The Kiwi, New Zealand’s national bird, is the ultimate avian oddball. Kiwis are round in shape, lack visible wings and have spiky, hair-like feathers; unlike other birds, their nostrils are located at the ends of their long, slender bills, and they have a well-developed sense of smell. Apparently, however, such distinguishing features were not enough to suit Manukura, a Kiwi that hatched in May, 2011 at the Pulcaha Nature Reserve…he is all white, as well! Manukura, whose name, means “Of Chiefly Status” in a local indigenous language, is a Northern Brown Kiwi, Apteryx mantelli, one of 5 Kiwi species found on New Zealand. Read More »
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Wild finches of almost every species consume beetles, spiders, caterpillars and other invertebrates throughout the year, and in large quantities both before and during the breeding season. While those we keep as pets may thrive on seed-based diets, providing them with a variety of insects will improve their health and encourage breeding. A reader’s note concerning his success with Bronze-Winged Mannikins and the onset of the spring breeding season here in the Northern Hemisphere have sparked me to take another look at this important topic. Read More »
The animated movie Rio tells the story of the last 2 “Blue Macaws” on earth, and their adventurous efforts to save their species from extinction. The touching yet realistic conservation story has captivated adults and children alike, and the movie posted ticket sales of $40,000,000 on its first weekend…a record for this year. Many fans may not realize that a real endangered species – the Spix’s Macaw, Cyanopsitta spixii, and a real individual bird – Presely, inspired director Carlos Saldanba to create the movie. Read More »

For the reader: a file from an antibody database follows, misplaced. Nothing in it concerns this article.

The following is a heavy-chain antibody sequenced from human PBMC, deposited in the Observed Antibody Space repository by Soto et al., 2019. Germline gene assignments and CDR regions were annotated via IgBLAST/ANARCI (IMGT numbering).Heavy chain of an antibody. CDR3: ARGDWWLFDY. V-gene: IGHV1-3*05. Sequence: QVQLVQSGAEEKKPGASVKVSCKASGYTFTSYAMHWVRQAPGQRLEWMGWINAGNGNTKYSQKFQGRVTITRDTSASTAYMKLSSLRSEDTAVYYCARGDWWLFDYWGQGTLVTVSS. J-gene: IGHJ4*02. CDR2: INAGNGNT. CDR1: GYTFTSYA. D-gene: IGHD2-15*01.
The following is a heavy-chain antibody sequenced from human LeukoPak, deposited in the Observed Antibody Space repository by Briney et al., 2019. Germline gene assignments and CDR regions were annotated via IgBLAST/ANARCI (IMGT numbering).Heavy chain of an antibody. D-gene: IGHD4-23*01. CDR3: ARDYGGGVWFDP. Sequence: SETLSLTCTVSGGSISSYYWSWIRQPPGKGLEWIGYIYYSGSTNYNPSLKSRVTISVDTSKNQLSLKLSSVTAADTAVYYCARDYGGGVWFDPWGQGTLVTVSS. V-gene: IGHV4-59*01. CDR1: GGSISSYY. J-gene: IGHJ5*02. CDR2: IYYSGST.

The ever-popular Zebra Finch, Taeniopygia guttata has been kept in captivity for almost 150 years, and is considered by most to be an “easy breeder”. However, the ease of breeding these little beauties should not be taken as an excuse to ignore their basic needs. While they will nest even under poor conditions, only when given proper care will breeding pairs remain in top condition and reward you with healthy, robust chicks.
Zebra Finches provide an excellent introduction to captive bird breeding. They are native to Australia’s hot, dry grasslands and have evolved the ability to reproduce whenever ideal conditions (i.e. rain and mild temperatures) present themselves.
Unlike most birds, Zebra Finches that that are always supplied with ample food and nesting sites may breed year-round, producing 6 or more clutches (this is a drain on the hen, however- please see below). What’s more, they are wonderful parents and their courtship rituals and care of the young are a joy to observe. Read More »
Helmeted or Gray-Breasted Guineafowl, Numida meleagris, are just about the most active, responsive and interesting birds that one can imagine. I first worked with a free-ranging flock on the grounds of the Bronx Zoo, and became an immediate fan. Related to pheasants and domestic fowl, they are perhaps best known as egg and meat-producers, but if kept as pets they will reveal many other fine qualities. Innate alertness renders them as fine a “watch dog” as one could want, and they are supreme hunters of ticks, weed seeds, mice and other pests.
Helmeted Guineafowl are native to West Africa, where they inhabit dry grasslands, brushy savannas and overgrown fields. Flocks hunt in a very organized manner, sometimes walking forward through the grass in a tight line to drive prey before them. Very little, even the young and eggs of ground-nesting birds, is spared. Birds hunting alone will carefully stalk insects in a most amusing, “cat-like” manner, and rarely miss their targets. Read More »